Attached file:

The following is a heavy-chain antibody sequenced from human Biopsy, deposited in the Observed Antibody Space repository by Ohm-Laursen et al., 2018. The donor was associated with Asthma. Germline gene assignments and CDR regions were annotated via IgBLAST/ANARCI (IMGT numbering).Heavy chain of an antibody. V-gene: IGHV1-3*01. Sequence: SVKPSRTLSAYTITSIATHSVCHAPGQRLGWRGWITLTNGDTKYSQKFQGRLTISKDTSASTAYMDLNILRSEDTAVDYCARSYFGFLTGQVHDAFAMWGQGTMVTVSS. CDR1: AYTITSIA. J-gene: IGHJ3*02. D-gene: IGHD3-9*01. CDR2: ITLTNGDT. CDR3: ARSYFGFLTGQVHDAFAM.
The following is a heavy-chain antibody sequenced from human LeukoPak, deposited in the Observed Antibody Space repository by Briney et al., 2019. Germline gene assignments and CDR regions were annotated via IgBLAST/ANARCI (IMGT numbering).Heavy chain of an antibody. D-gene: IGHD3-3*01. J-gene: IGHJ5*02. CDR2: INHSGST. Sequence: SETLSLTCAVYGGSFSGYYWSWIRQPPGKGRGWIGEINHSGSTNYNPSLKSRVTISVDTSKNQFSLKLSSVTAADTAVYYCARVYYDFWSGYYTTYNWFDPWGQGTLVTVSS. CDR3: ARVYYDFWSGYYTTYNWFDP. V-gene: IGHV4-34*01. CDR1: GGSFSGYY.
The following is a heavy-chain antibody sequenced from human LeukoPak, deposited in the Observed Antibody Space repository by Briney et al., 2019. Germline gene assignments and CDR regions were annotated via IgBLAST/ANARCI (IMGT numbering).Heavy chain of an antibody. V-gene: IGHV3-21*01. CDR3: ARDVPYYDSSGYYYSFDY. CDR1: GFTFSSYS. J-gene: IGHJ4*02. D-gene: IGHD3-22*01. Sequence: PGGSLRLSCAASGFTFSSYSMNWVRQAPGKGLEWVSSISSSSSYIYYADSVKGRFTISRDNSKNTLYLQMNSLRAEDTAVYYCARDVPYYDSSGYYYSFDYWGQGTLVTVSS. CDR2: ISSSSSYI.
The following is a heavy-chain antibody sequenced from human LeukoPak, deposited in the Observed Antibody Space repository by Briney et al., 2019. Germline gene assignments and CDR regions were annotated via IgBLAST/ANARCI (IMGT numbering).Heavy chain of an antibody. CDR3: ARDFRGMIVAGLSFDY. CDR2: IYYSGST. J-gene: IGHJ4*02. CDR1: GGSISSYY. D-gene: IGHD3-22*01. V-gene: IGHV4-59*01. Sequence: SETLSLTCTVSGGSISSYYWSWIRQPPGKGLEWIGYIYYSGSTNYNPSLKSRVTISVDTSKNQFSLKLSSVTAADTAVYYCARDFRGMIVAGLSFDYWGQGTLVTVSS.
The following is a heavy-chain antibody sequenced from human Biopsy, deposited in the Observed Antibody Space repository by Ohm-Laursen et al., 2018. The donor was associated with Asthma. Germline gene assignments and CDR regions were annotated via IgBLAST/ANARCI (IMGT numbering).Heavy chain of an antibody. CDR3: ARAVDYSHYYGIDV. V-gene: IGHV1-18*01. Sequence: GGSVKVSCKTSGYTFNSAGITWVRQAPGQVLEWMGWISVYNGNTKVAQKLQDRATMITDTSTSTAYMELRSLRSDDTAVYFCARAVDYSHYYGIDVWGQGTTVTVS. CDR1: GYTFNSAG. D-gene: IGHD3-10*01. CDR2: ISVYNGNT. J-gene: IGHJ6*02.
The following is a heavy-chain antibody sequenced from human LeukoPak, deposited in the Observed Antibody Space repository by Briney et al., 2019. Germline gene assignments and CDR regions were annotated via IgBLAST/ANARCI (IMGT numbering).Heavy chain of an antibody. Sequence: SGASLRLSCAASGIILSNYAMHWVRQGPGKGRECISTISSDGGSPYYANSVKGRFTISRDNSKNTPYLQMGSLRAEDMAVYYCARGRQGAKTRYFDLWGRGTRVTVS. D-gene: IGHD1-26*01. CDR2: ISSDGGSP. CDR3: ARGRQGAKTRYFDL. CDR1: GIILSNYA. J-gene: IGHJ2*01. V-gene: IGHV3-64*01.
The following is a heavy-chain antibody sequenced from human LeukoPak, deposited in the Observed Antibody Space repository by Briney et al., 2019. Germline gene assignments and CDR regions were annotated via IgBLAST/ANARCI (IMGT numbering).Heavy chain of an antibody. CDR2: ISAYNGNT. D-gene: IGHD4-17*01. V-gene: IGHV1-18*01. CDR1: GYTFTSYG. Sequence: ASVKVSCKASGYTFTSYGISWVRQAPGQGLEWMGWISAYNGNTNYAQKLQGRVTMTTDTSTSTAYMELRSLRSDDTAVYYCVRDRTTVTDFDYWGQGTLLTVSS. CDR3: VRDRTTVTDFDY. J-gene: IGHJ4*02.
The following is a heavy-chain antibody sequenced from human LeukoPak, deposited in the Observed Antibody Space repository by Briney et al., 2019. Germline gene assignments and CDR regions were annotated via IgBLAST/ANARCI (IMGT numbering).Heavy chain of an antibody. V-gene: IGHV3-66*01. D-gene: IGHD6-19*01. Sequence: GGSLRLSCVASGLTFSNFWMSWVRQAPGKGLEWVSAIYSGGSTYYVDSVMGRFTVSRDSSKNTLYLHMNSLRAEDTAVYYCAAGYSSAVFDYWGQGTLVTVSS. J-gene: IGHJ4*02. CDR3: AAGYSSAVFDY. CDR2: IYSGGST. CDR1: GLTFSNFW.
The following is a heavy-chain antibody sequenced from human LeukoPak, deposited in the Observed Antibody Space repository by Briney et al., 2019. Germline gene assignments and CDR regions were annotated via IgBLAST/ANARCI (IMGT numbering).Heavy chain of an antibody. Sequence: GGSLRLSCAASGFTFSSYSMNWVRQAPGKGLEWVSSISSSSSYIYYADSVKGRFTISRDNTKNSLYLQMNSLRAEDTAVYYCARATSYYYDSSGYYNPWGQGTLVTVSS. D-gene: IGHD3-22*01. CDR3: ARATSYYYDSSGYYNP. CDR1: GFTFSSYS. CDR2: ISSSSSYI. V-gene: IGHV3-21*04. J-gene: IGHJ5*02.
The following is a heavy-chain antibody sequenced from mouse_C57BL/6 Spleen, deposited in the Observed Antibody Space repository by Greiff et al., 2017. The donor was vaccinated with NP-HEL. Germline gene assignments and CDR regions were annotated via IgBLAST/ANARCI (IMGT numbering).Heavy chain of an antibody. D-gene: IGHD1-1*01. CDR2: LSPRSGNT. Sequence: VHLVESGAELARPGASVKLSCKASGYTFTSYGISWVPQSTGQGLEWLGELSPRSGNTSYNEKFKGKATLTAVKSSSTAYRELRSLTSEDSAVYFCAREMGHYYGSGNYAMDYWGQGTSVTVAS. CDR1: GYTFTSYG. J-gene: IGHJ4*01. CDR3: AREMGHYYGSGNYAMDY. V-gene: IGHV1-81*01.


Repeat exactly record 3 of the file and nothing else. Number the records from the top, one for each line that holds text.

The following is a heavy-chain antibody sequenced from human LeukoPak, deposited in the Observed Antibody Space repository by Briney et al., 2019. Germline gene assignments and CDR regions were annotated via IgBLAST/ANARCI (IMGT numbering).Heavy chain of an antibody. V-gene: IGHV3-21*01. CDR3: ARDVPYYDSSGYYYSFDY. CDR1: GFTFSSYS. J-gene: IGHJ4*02. D-gene: IGHD3-22*01. Sequence: PGGSLRLSCAASGFTFSSYSMNWVRQAPGKGLEWVSSISSSSSYIYYADSVKGRFTISRDNSKNTLYLQMNSLRAEDTAVYYCARDVPYYDSSGYYYSFDYWGQGTLVTVSS. CDR2: ISSSSSYI.